El Monte Residents Struggle With Aftermath of Sweatshop Incident : They worry that their town’s image will be tainted by recent events that they say could have happened anywhere-- even in a working-class community of families.


Under a shroud of associations with sweatshops and slavery, the people of El Monte are struggling to reclaim their community identity.

Lost in the controversy over the garment factory where 72 Thai workers were held in virtual slavery for three years, El Monte residents say, is a working-class community of 110,000 people that at its best functions more like a family than a city.

When wagon train pioneers from the Midwest came looking for gold in the 1850s, El Monte was their oasis. The early settlement, bordered by Rio Hondo and the San Gabriel River, was lush with a plentiful water supply and vegetation. It became known as “El Monte, the end of the Santa Fe Trail.”


Today’s generation of leaders worries that the sweatshop incident will become a blot on the city’s image.

“We need a helicopter to pour holy water over us and chase the bad spirits away,” says Emily Ishigaki, a member of the El Monte school board who has lived in the city for 20 years. “This is a town which really really cares about its people. It has done so much for its children, its seniors, and has so many people who just give and give. I just feel so bad about this whole thing.”

This is the kind of city where--like Ishigaki--you attend El Monte High School, marry your sweetheart and settle down to lead a long, simple life.

From its roots as a community of Midwestern farmers, El Monte’s demographics shifted in the 1980s, giving Latinos the majority. Recently, Chinese, Filipinos, Koreans and Vietnamese have moved in, increasing the city’s Asian population 456% between 1980 and 1990. Outside El Monte’s Civic Center on Valley Mall Boulevard stands a mini-version of New York City’s Statue of Liberty, a subtle testament to the city’s diversity that might stun former residents such as entertainers Barbara Mandrell and Country Joe McDonald. Today’s mix, densely clustered in 10 square miles, is 60% Latino, 25% Asian and 15% Anglo and African American.

The discovery of the sweatshop was only the latest high-profile news to tarnish El Monte’s reputation this year. In February, Dahlia Gardens Guest Home for the mentally ill came under fire after one resident beat another to death with a rock. The state ordered the home, which had a history of violations, to close. In April five people, including an infant and a 5-year-old girl, were shot to death execution-style in their El Monte home. In August came the discovery of the sweatshop in an apartment complex.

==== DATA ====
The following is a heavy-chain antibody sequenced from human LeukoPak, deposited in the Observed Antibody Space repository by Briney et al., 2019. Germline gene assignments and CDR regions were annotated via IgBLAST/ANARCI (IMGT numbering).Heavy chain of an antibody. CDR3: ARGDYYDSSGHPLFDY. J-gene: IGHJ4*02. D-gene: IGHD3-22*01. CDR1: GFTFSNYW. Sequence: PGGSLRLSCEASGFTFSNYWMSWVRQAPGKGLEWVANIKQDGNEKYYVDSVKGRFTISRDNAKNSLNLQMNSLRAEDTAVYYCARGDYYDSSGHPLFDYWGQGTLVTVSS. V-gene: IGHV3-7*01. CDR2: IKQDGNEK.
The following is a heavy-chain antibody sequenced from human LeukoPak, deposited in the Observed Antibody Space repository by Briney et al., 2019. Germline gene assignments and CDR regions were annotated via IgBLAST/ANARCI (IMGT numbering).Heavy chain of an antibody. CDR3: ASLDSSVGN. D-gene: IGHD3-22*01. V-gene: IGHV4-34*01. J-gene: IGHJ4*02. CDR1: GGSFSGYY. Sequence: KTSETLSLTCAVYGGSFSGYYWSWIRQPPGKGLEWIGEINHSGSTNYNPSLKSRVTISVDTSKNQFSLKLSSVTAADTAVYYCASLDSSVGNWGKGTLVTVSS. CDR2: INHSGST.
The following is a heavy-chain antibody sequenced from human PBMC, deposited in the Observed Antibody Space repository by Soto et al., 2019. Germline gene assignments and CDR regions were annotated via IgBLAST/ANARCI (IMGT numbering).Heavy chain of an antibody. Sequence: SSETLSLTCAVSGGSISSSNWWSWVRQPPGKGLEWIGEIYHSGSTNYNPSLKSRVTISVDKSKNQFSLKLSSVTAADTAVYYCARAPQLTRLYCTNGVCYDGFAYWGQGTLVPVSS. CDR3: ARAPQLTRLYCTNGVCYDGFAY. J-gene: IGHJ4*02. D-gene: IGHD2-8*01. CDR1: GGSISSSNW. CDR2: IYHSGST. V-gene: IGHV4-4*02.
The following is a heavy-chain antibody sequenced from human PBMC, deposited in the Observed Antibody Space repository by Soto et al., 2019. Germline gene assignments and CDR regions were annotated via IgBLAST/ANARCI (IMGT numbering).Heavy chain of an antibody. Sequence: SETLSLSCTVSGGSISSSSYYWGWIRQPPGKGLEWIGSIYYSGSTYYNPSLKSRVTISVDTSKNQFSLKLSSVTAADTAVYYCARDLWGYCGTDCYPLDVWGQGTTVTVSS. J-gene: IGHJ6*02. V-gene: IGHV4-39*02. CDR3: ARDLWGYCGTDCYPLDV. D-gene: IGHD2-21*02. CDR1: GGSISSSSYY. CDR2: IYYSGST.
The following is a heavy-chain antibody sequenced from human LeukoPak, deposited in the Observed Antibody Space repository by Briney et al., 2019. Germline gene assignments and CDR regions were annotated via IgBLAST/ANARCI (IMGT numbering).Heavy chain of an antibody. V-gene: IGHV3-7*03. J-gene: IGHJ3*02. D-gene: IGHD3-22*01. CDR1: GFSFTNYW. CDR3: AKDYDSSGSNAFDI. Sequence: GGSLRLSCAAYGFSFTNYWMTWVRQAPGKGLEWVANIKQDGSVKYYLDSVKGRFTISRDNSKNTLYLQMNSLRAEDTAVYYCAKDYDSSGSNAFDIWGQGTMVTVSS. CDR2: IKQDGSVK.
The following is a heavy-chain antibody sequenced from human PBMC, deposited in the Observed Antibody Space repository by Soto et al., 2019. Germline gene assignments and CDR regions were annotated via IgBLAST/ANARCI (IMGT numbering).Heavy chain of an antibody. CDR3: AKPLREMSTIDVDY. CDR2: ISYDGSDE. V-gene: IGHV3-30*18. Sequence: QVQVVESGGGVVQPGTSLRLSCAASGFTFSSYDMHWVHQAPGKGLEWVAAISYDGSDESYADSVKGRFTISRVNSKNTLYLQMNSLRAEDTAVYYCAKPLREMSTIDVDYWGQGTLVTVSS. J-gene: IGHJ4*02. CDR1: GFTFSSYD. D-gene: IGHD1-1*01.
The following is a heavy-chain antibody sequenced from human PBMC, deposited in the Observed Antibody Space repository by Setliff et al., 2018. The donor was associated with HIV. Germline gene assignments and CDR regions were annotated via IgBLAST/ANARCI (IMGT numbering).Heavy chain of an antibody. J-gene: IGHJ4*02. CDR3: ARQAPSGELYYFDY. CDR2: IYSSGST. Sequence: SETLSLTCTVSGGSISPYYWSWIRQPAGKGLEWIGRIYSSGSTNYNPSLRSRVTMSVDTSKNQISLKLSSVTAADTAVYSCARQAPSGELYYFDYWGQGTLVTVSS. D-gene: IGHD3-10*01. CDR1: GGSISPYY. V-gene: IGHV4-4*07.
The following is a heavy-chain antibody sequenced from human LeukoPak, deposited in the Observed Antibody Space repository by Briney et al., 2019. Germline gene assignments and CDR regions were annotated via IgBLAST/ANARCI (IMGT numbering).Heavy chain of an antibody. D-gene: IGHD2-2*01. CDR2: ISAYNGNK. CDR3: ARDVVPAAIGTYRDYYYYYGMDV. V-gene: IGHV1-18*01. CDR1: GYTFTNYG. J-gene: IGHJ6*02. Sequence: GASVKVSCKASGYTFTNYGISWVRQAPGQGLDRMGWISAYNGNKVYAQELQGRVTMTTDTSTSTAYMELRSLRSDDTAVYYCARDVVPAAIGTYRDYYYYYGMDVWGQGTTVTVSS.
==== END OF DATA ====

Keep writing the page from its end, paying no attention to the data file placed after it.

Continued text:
John Leung, chairman and chief executive officer of the Titan Group, a minority-owned development organization, says it’s important for people to understand the sweatshop could have been found anywhere.


“There is nothing in El Monte that contributed to this happening here,” said Leung, who set up shop in El Monte in 1982.

Clayton Hollopeter, director of the Boy’s and Girl’s Club of San Gabriel Valley and also a longtime resident, believes the key to El Monte lies within the city’s networks. With help from participating neighborhood restaurants and grocery stores, Hollopeter hosts a free nightly dinner for the city’s low-income and homeless families.


Yet the very cohesiveness of the community makes it harder to comprehend how the sweatshop went unnoticed for so long. Outraged City Council members expressed anger with state and federal officials, and could not understand why they had never been informed. Police Chief Wayne Clayton defended his 131-member force, saying officers lack the authority to go door-to-door inspecting every business.

“That sweatshop was housed very close to the corner on Santa Anita Avenue, one of our busiest streets,” said Clayton, who has been police chief for 15 years. “Nobody recognized it. When you drive by, you can almost step over it.”

State Sen. Hilda Solis (D-El Monte) says there is a reluctance on the part of residents to get involved, stemming partially from differences in language and culture.

Solis credits the influx of Asian business with revitalizing the city’s economic base. But Asian businesses fear the negative publicity from the sweatshop will deter other Asian immigrants from coming to the city.


“When I tell people I work in El Monte they always say, ‘Isn’t that the place where Asians were held as slaves?’ But that’s not the issue,” said Trisha Murakawa, a public relations consultant for Lang Murakawa & Long in El Monte. “Asians don’t want to be typecast as this group which is easily exploited. It has nothing to do with being Asian. This could have happened to any ethnic group. We like it here.”